Lagos street vendors

Lagos street vendors
Lagos street vendors

I have the opportunity to observe Lagos street vendors in action on my daily ride to school. At one round-about which is particularly jammed, dozens of them offer drivers all and any kind of products: ceiling brushes, soft drinks, clocks, CDs, flip-flops, chewing-gum, underwear, posters, soccer team flags (including that of Barça F.C.), magazines, windshield wipers, you name it, and they’ve got it.

At the next roundabout, fruits and other food items are most popular. To the casual observer, this looks like a random, non-organized activity.  Yet, as it turns out, street vendors are one link in the traditional distribution system.

After a few days observing vendors and their activity, I started wondering “Where do they get the items for sale? Are these defective items that they can sell at a lower price? What’s going on here…?” I learned a bit about street vendors’ organization from Uchenna Uzo – a “Prof” (as they call professors here) in the Marketing Department at Lagos Business School:

  • Some vendors operate when there’s traffic, others at rush hour, and still others at quiet time; some operate in the morning, others in the evening.
  • As everywhere else, location is a critical choice that depends not only on how the traffic is at that location but also on the types of shops that are also part of the traditional distribution system in the area.
  • Traffic volume, time, and location drive product offering.
  • The price charged depends on the time of the day, and even the season of the year.
  • Some vendors are independent; others work for a master, likely the owner of a near-by traditional shop; some even are shop-owners.
  • The proximity to the consumer is highly valued by producers of fast consumer goods, who rely on street vendors as an important distribution channel.
  • The advertising opportunity is valued as well, especially for products, like tobacco, can’t be advertised otherwise.
Traditional shops
Traditional shops

Are street vendors part of the formal, traditional system or of the informal one? It’s unclear: Some are taxpayers while others are not registered, and may or may not work for a master who is a taxpayer. A report by Bain indicates that traditional trade represents more than 80% of formal retail across Africa, and that the informal economy is estimated to represent 30% to 60% of the GNP in selected African countries . Can street vendors be ignored?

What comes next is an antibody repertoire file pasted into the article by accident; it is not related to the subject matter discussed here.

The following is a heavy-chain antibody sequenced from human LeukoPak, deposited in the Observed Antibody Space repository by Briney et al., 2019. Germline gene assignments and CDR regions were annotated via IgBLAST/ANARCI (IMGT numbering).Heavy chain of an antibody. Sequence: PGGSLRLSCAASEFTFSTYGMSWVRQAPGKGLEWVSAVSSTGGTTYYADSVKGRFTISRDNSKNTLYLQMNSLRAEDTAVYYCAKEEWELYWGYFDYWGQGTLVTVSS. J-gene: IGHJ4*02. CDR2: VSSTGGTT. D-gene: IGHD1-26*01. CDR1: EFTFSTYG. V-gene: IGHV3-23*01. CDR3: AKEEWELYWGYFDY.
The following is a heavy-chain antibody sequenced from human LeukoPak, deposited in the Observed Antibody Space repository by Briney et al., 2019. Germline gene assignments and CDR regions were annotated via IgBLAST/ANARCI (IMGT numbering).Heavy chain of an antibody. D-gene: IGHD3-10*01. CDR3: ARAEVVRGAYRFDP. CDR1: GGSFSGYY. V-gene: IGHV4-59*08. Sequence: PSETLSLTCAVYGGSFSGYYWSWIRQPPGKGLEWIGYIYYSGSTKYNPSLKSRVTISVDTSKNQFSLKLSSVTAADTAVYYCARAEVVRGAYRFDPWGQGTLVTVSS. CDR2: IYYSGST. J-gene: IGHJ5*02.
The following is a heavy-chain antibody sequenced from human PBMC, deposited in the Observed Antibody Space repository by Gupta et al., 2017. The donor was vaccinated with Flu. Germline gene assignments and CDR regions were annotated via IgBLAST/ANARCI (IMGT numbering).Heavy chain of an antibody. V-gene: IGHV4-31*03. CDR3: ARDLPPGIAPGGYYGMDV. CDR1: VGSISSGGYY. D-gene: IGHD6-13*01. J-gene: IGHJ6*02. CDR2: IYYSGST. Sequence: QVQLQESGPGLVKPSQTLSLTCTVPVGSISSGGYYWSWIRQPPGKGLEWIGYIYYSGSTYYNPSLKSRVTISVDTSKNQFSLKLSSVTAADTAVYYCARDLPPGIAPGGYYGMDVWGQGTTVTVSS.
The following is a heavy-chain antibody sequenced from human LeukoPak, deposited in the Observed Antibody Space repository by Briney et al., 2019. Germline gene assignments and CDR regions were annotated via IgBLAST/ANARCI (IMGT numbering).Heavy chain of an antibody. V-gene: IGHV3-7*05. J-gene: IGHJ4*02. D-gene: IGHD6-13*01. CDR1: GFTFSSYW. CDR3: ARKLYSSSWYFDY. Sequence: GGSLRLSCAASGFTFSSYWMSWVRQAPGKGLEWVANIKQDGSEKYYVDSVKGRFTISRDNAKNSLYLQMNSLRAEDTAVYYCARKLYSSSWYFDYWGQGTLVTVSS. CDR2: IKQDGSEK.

I will be flying to New York tonight, so it may take me a while to get back to your comments. In NYC, I will participate in the Academy of Management Discoveries editors’ board meeting. AMD is a new journal that will be launched in 2015, and we’re working in making it happen.


2 thoughts on “Lagos street vendors

  1. Africa, when I read your post, I had an immediate flash. Why should we change something that it is working well? Is there only one good way to do things? Maybe it is better to observe reality and then do not interfere in what is working well. Europe and Africa are very different, we do not need the same models.

    1. This is a good question, Patricia. And I think there’s food for thought here. Professor Uchenna Uzo is planning to start a research project to get to understand better how this traditional distribution system works. Foregin retailers are starting to enter the Nigerian market. Shoprite is a supermarket chain from South African which is here already. It’s targetting the mid-upper class.

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